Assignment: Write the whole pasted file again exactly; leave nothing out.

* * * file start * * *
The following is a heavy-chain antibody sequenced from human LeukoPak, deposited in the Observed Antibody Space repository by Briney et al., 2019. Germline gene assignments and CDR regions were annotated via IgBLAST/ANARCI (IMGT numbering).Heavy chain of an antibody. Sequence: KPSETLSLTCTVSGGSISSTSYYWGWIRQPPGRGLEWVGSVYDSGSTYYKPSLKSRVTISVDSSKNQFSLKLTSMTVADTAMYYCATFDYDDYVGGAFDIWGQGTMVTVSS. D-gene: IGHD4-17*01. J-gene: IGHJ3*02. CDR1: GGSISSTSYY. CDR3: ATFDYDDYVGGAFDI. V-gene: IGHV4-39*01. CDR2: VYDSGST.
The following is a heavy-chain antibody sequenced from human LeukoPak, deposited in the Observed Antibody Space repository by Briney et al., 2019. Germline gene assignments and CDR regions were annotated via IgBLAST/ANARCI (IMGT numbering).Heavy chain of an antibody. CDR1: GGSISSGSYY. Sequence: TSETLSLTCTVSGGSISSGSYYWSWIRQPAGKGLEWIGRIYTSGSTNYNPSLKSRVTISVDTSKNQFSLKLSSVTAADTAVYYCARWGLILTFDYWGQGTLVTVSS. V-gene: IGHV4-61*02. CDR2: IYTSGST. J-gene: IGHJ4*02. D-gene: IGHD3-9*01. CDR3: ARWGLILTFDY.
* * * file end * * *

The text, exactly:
The following is a heavy-chain antibody sequenced from human LeukoPak, deposited in the Observed Antibody Space repository by Briney et al., 2019. Germline gene assignments and CDR regions were annotated via IgBLAST/ANARCI (IMGT numbering).Heavy chain of an antibody. Sequence: KPSETLSLTCTVSGGSISSTSYYWGWIRQPPGRGLEWVGSVYDSGSTYYKPSLKSRVTISVDSSKNQFSLKLTSMTVADTAMYYCATFDYDDYVGGAFDIWGQGTMVTVSS. D-gene: IGHD4-17*01. J-gene: IGHJ3*02. CDR1: GGSISSTSYY. CDR3: ATFDYDDYVGGAFDI. V-gene: IGHV4-39*01. CDR2: VYDSGST.
The following is a heavy-chain antibody sequenced from human LeukoPak, deposited in the Observed Antibody Space repository by Briney et al., 2019. Germline gene assignments and CDR regions were annotated via IgBLAST/ANARCI (IMGT numbering).Heavy chain of an antibody. CDR1: GGSISSGSYY. Sequence: TSETLSLTCTVSGGSISSGSYYWSWIRQPAGKGLEWIGRIYTSGSTNYNPSLKSRVTISVDTSKNQFSLKLSSVTAADTAVYYCARWGLILTFDYWGQGTLVTVSS. V-gene: IGHV4-61*02. CDR2: IYTSGST. J-gene: IGHJ4*02. D-gene: IGHD3-9*01. CDR3: ARWGLILTFDY.